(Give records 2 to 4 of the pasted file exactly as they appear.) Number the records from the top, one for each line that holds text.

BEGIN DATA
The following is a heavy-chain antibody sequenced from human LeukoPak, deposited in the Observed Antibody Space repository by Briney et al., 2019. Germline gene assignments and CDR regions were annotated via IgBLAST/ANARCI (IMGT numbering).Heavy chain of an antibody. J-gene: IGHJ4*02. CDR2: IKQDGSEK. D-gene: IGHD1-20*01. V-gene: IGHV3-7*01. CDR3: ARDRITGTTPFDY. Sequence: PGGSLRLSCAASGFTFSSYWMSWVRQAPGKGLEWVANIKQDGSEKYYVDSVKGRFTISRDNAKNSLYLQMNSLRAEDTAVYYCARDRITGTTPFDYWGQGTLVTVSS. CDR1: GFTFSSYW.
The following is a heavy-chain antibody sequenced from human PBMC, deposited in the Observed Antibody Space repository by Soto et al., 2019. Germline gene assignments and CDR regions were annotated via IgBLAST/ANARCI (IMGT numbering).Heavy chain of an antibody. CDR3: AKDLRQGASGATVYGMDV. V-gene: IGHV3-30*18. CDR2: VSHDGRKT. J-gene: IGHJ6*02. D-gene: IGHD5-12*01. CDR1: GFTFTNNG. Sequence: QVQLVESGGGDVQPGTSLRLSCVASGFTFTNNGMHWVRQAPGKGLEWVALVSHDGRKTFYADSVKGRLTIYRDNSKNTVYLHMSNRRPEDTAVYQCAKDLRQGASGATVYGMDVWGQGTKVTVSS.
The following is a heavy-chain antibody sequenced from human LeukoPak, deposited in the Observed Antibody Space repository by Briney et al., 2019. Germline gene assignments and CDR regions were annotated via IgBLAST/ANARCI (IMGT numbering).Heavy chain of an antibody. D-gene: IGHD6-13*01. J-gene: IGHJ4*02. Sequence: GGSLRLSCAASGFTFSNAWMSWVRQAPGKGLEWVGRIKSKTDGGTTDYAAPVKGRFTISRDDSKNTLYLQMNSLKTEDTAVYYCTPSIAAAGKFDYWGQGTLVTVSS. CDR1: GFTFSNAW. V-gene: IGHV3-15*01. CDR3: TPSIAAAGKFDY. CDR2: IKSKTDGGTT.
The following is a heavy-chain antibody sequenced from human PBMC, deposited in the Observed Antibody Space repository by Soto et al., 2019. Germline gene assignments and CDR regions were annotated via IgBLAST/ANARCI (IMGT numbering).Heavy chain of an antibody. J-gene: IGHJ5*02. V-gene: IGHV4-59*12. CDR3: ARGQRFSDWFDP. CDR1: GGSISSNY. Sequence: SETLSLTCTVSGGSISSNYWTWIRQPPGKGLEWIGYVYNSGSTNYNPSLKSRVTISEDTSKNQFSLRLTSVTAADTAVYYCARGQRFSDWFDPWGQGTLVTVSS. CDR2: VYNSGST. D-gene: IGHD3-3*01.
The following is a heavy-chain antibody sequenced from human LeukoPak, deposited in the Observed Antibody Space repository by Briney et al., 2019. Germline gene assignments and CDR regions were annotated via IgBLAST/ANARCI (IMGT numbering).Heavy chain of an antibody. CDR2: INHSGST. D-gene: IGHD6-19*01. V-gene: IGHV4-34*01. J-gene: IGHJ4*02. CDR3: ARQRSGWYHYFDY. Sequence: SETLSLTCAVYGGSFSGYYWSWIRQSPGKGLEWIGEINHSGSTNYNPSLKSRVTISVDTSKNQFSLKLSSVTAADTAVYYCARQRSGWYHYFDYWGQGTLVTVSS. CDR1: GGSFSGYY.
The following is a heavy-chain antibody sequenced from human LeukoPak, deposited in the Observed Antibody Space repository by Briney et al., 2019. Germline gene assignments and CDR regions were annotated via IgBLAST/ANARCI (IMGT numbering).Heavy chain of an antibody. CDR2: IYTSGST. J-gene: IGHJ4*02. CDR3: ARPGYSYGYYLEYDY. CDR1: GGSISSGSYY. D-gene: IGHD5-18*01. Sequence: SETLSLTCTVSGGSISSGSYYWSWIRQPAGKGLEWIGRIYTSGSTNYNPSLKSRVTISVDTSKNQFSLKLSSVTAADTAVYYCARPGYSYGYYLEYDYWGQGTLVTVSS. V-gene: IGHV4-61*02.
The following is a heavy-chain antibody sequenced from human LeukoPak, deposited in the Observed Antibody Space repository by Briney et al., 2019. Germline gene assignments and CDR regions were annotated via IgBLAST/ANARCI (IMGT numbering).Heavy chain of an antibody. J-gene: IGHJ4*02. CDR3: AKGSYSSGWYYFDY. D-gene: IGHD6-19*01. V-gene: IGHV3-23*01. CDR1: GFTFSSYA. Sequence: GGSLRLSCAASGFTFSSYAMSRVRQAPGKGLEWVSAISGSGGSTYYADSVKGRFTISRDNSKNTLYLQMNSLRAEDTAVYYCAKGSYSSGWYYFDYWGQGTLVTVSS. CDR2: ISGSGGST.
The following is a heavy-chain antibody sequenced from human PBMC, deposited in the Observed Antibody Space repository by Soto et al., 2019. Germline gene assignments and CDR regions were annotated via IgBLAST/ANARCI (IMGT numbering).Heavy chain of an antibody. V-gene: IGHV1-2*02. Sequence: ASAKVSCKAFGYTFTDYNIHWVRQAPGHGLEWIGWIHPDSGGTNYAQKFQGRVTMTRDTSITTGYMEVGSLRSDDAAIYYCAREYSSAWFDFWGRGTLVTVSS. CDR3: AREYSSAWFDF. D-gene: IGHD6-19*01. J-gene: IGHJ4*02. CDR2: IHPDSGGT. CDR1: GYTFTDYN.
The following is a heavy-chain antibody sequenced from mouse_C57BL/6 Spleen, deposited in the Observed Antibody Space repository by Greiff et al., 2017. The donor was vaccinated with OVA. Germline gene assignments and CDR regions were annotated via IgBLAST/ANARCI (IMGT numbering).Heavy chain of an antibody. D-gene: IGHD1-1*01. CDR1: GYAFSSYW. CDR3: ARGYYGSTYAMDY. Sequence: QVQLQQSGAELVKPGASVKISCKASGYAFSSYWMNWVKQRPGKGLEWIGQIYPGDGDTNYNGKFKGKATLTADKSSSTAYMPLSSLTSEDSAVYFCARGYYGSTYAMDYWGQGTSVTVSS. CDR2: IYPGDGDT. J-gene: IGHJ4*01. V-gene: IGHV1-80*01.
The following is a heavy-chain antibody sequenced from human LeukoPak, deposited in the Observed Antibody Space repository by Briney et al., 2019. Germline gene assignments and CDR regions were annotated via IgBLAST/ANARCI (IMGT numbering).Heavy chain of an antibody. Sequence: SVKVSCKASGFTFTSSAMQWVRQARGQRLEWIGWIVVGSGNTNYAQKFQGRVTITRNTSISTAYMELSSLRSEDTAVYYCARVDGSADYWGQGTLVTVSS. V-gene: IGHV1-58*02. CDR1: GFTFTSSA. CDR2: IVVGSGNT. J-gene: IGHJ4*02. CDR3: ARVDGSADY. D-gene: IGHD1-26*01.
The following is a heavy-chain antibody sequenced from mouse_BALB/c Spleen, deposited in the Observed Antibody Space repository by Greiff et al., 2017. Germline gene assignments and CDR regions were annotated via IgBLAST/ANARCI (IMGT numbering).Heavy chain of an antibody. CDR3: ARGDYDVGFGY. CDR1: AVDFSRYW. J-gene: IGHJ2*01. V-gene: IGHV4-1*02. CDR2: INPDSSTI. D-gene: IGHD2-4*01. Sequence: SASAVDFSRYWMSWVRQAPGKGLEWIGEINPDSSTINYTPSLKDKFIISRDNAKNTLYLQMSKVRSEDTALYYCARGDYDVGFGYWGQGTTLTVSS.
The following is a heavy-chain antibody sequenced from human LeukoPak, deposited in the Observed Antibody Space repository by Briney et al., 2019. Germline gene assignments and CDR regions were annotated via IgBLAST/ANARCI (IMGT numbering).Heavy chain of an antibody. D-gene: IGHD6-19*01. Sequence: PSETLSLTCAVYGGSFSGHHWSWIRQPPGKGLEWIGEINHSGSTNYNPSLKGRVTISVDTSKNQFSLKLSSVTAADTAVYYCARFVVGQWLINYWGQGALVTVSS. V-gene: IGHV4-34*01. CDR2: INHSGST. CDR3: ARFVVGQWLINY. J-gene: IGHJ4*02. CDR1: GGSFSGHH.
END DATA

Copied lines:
The following is a heavy-chain antibody sequenced from human PBMC, deposited in the Observed Antibody Space repository by Soto et al., 2019. Germline gene assignments and CDR regions were annotated via IgBLAST/ANARCI (IMGT numbering).Heavy chain of an antibody. CDR3: AKDLRQGASGATVYGMDV. V-gene: IGHV3-30*18. CDR2: VSHDGRKT. J-gene: IGHJ6*02. D-gene: IGHD5-12*01. CDR1: GFTFTNNG. Sequence: QVQLVESGGGDVQPGTSLRLSCVASGFTFTNNGMHWVRQAPGKGLEWVALVSHDGRKTFYADSVKGRLTIYRDNSKNTVYLHMSNRRPEDTAVYQCAKDLRQGASGATVYGMDVWGQGTKVTVSS.
The following is a heavy-chain antibody sequenced from human LeukoPak, deposited in the Observed Antibody Space repository by Briney et al., 2019. Germline gene assignments and CDR regions were annotated via IgBLAST/ANARCI (IMGT numbering).Heavy chain of an antibody. D-gene: IGHD6-13*01. J-gene: IGHJ4*02. Sequence: GGSLRLSCAASGFTFSNAWMSWVRQAPGKGLEWVGRIKSKTDGGTTDYAAPVKGRFTISRDDSKNTLYLQMNSLKTEDTAVYYCTPSIAAAGKFDYWGQGTLVTVSS. CDR1: GFTFSNAW. V-gene: IGHV3-15*01. CDR3: TPSIAAAGKFDY. CDR2: IKSKTDGGTT.
The following is a heavy-chain antibody sequenced from human PBMC, deposited in the Observed Antibody Space repository by Soto et al., 2019. Germline gene assignments and CDR regions were annotated via IgBLAST/ANARCI (IMGT numbering).Heavy chain of an antibody. J-gene: IGHJ5*02. V-gene: IGHV4-59*12. CDR3: ARGQRFSDWFDP. CDR1: GGSISSNY. Sequence: SETLSLTCTVSGGSISSNYWTWIRQPPGKGLEWIGYVYNSGSTNYNPSLKSRVTISEDTSKNQFSLRLTSVTAADTAVYYCARGQRFSDWFDPWGQGTLVTVSS. CDR2: VYNSGST. D-gene: IGHD3-3*01.